{بدأ الإسلامُ غريباً وسيعودُ غريباً، فطوبَى للغرباءِ}

“Islam began as something strange and will return to being something strange, so blessings be upon those who are estranged
The Prophet Muhammad

We observed that queer muslims were excluded from heteronormative Muslim spaces and simultaneously excluded from homonormative “LGBT” spaces. both spaces have become equally structured in order to position queer muslims in an unwarranted state of debate as a condition for involvement.

London Queer Muslims was founded in November 2017 to challenge the dominant narratives about queer muslims, not by debating whether or not it is correct to be Muslim and Queer, but by actualising a post-debate space where Islamic identity is agreed and accepted as something that is not at odds with queerness. London Queer Muslims has a full constitution and is governed by a secular unincorporated charitable framework with elected board members: a chair, secretary, treasurer and advisors.

Rather than accept “inclusion” or “integration” into endo-cisgendered and heteronormative spaces, we place a strong emphasis on trans, intersex, non-binary, homosexual, bisexual, pansexual and asexual leadership and participation. Our cisgendered and heterosexual allies are welcome too! By centralising the intersection of Queer and Muslim experiences in our group, we address some of the solutions queer muslims seek.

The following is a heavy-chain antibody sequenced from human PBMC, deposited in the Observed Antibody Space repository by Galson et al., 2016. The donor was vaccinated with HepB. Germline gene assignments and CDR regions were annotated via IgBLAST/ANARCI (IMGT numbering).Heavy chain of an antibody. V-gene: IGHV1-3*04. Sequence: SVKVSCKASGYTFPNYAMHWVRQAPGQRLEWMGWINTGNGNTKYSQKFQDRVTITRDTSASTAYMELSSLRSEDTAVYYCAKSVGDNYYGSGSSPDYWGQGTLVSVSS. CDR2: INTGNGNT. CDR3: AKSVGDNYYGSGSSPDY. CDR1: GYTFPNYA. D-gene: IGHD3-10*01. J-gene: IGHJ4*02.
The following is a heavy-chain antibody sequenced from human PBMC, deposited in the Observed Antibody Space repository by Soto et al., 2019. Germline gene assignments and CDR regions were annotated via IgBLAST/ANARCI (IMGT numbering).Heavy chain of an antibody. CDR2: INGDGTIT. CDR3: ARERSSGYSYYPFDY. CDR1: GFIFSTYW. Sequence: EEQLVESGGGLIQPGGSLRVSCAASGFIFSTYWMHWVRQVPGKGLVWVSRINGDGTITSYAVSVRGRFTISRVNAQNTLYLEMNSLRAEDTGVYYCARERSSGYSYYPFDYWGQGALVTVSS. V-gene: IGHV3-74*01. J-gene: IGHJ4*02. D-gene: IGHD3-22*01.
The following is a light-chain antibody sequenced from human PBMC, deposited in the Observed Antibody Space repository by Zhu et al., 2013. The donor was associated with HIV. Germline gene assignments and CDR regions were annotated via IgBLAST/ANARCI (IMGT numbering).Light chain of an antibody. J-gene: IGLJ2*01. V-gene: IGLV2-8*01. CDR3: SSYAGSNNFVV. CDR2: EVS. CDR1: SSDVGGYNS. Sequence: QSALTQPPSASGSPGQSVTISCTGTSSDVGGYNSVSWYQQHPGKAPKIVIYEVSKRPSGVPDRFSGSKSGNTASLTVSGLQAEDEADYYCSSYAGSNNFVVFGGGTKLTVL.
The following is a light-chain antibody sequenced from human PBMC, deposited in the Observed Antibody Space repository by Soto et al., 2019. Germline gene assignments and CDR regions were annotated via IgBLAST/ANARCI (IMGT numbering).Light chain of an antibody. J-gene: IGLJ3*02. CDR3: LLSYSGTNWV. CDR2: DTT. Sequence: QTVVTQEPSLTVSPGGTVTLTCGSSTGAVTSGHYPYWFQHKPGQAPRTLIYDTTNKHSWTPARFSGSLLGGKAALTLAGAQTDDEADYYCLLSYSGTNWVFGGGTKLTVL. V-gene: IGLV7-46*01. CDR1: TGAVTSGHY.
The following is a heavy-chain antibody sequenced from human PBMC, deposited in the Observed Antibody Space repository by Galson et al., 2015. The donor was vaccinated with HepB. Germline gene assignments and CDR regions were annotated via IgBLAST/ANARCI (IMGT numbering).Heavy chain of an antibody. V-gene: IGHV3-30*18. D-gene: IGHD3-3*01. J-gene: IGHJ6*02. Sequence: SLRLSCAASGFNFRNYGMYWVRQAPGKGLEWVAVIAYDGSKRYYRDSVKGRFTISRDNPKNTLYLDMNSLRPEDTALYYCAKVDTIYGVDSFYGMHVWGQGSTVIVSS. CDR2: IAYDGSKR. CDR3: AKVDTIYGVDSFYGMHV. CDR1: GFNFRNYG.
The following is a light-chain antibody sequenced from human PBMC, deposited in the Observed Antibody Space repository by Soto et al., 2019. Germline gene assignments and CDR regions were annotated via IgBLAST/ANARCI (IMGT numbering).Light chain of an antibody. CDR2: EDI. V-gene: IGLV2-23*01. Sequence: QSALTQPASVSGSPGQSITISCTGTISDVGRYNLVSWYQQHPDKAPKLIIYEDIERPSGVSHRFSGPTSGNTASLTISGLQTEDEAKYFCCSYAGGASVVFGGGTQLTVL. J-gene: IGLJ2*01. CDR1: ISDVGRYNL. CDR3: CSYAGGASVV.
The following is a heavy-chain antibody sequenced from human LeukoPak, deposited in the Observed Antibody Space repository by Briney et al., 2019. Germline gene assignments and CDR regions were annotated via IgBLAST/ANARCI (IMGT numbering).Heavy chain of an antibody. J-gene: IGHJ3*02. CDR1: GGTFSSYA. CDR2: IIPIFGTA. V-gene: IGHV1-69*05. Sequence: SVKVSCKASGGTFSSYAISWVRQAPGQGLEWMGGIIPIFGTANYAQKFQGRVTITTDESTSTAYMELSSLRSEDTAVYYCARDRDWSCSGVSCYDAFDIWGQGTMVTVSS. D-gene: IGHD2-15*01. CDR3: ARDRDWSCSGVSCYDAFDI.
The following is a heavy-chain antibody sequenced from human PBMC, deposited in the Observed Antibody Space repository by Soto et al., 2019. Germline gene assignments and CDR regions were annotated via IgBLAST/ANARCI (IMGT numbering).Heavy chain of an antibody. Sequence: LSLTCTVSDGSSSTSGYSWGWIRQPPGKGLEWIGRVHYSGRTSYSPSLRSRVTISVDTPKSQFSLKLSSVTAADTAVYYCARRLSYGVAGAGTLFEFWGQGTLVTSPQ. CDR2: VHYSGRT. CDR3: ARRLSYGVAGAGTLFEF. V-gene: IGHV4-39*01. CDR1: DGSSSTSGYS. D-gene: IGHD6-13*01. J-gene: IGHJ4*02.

London Queer Muslims is the United Kingdom’s first Zikir & Islamic theology organisation run by and for queer Muslims.

We affirm our queerness, sexualities and non-normativity as a source of empowerment. Our identities are fully realised through the practice of an expression of Islam that is accepting and loving and where queerness is pivotal to our faith.

We run Ijtihad workshops; where we discuss ways to practice and understand Islam from the standpoint that queerness is fundamental to our theology; each Ijtihad workshop has a set topic based on the concept of independent reasoning and consensus building, with a specific emphasis on Queer Istislah (common interest) and Queer Istihsan (seeking the good). We have covered topics such as Eco-Halal and Ethical Eating, Hijab and Modesty, Justice and Ashura, Friendship and Wilayah, Hajj and Queer Belonging.

We also run our Zikir circle; a devotional space for queer muslims to learn and practice the Islamic path of love; each Zikir session is followed by readings from Sufi literature. Our Zikir and Ijtihad sessions are completely egalitarian and our members take turns leading them.

All our decisions are conducted and planned by consensus and our services are carried out by our regular attendees with no single person in authority. We assert that it is the patriarchal endocis-heteronormative structures that truly challenge us, and not Islam.

Our story continues to be an empowering process that has given many of our members a new understanding of Islam that enriches their relationship with faith and queerness.

“When you decide to stand against injustice, expect that you will be cursed then accused of treason, then unbelief. But don’t you dare stay silent about injustice just so you can be described as a person of peace.
– Ali Shariati